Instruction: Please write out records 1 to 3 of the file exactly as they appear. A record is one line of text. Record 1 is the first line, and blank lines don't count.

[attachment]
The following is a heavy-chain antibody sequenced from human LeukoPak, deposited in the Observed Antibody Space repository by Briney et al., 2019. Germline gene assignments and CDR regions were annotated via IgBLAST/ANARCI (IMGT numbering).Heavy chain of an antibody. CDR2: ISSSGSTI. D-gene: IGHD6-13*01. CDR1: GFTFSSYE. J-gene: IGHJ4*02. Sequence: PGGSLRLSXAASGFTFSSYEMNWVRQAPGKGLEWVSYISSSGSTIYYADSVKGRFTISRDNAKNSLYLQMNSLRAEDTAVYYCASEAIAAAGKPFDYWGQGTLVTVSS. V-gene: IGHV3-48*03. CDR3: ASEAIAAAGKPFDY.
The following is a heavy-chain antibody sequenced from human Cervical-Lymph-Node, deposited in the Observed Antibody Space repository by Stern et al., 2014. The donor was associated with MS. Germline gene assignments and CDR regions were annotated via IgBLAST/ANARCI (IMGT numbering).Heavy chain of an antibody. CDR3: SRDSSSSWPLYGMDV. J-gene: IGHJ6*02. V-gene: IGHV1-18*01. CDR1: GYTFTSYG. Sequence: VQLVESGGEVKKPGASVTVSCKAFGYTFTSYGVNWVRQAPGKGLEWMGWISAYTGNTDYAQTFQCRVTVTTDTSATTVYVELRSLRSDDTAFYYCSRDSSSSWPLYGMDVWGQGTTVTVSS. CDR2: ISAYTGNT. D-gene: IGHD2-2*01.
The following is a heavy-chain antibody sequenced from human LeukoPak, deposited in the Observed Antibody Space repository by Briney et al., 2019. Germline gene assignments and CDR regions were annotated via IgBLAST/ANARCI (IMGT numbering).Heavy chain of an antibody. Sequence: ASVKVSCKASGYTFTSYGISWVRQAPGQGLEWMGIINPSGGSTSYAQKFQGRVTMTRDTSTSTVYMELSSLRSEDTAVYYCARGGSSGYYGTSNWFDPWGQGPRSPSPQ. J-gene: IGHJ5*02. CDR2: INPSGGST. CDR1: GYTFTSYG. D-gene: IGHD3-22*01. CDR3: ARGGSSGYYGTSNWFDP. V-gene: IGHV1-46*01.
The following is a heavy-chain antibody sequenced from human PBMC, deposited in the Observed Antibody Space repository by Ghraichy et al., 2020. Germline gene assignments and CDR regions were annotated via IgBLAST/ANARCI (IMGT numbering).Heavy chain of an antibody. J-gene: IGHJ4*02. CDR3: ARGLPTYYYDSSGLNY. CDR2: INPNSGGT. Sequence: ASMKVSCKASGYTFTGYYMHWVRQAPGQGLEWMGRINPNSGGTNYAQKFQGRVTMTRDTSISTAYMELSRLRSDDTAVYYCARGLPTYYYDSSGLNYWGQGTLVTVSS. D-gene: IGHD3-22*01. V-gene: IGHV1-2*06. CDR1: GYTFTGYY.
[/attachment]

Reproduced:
The following is a heavy-chain antibody sequenced from human LeukoPak, deposited in the Observed Antibody Space repository by Briney et al., 2019. Germline gene assignments and CDR regions were annotated via IgBLAST/ANARCI (IMGT numbering).Heavy chain of an antibody. CDR2: ISSSGSTI. D-gene: IGHD6-13*01. CDR1: GFTFSSYE. J-gene: IGHJ4*02. Sequence: PGGSLRLSXAASGFTFSSYEMNWVRQAPGKGLEWVSYISSSGSTIYYADSVKGRFTISRDNAKNSLYLQMNSLRAEDTAVYYCASEAIAAAGKPFDYWGQGTLVTVSS. V-gene: IGHV3-48*03. CDR3: ASEAIAAAGKPFDY.
The following is a heavy-chain antibody sequenced from human Cervical-Lymph-Node, deposited in the Observed Antibody Space repository by Stern et al., 2014. The donor was associated with MS. Germline gene assignments and CDR regions were annotated via IgBLAST/ANARCI (IMGT numbering).Heavy chain of an antibody. CDR3: SRDSSSSWPLYGMDV. J-gene: IGHJ6*02. V-gene: IGHV1-18*01. CDR1: GYTFTSYG. Sequence: VQLVESGGEVKKPGASVTVSCKAFGYTFTSYGVNWVRQAPGKGLEWMGWISAYTGNTDYAQTFQCRVTVTTDTSATTVYVELRSLRSDDTAFYYCSRDSSSSWPLYGMDVWGQGTTVTVSS. CDR2: ISAYTGNT. D-gene: IGHD2-2*01.
The following is a heavy-chain antibody sequenced from human LeukoPak, deposited in the Observed Antibody Space repository by Briney et al., 2019. Germline gene assignments and CDR regions were annotated via IgBLAST/ANARCI (IMGT numbering).Heavy chain of an antibody. Sequence: ASVKVSCKASGYTFTSYGISWVRQAPGQGLEWMGIINPSGGSTSYAQKFQGRVTMTRDTSTSTVYMELSSLRSEDTAVYYCARGGSSGYYGTSNWFDPWGQGPRSPSPQ. J-gene: IGHJ5*02. CDR2: INPSGGST. CDR1: GYTFTSYG. D-gene: IGHD3-22*01. CDR3: ARGGSSGYYGTSNWFDP. V-gene: IGHV1-46*01.